By the way, the markings for this particular machine are from Caracal. This decal sheet is not only recommended because of the range of interesting marlins and the high quality as well as best workability of the decals, but also for the simple reason that the decals of the kit dating from the grey past are unlikely to be used any more.
One topic with "flying aircraft models" is naturally the crew in the cockpit. Here, I have made two suitable figures from "PJ Production" so that they can pass as pilot and co of a seaplane of the 60s. In addition to a matching moustache, they also have a headset with a headband and a microphone made of wire strands.
The issue of a flying representation is exacerbated by the need to achieve rotating propellers. Here I was able to draw on the experience that I have gained in the representation of several "moving" models. The question of how this method would look in 1/72nd scale was particularly exciting for me; up to now I have only tried rotating propellers on models in 1/48th scale or larger.
A really big issue with a starting flying boat is the representation of the water around a taking off flying boat. The pictures of the building phase show the main steps: on the wooden back wall of a picture frame I used clay to lay the base of the waves as well as the splashing area around the flying boat resting on two pegs. The individual waves were imprinted into the clay with the fingertips in such a way that the wind direction would be at right angles to the longitudinal axis of the launching flying boat.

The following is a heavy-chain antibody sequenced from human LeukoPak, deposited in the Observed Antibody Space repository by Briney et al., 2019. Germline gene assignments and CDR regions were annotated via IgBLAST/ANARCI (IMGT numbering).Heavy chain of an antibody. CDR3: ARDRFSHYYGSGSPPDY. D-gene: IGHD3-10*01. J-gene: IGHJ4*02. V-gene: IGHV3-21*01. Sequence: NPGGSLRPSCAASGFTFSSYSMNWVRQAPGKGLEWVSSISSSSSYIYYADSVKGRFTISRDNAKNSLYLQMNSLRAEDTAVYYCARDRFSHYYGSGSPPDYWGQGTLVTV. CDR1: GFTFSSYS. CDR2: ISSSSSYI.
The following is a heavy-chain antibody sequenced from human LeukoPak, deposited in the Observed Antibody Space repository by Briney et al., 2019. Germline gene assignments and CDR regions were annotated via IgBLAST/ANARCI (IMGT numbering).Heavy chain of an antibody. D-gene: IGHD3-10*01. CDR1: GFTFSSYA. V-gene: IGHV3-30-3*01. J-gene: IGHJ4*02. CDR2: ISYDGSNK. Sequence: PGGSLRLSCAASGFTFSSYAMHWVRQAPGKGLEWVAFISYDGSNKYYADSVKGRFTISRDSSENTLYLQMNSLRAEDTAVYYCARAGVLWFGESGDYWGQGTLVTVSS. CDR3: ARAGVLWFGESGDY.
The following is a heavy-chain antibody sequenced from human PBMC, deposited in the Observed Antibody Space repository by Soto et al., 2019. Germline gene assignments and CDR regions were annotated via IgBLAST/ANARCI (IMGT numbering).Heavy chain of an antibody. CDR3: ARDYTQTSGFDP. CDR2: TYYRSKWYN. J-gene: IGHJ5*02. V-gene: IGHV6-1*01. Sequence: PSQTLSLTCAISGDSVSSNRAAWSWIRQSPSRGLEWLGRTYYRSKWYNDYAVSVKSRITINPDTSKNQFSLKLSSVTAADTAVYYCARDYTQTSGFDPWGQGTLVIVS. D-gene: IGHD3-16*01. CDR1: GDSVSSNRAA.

Before the clay was completely dry, the colour of the water was determined with several shades of blue and green, after which the excellent "transparent water gel" from AK could be applied. Then--and again before the gel was completely dry--the spray combs of individual wave peaks were created with acrylic paint. In a final step, the finished model of the marlin was placed and the white water was applied with commercially available cotton wool. For me, this was not only essentially the completion of the water representation but also a particularly pleasurable act!
Finally, and to close the arc, may I say that I am pleased to be able to pay homage to the aforementioned drama and spectacular appearance of a large flying boat with this depiction of a P5M Marlin taking off. After all, this is a sight that can no longer be experienced today!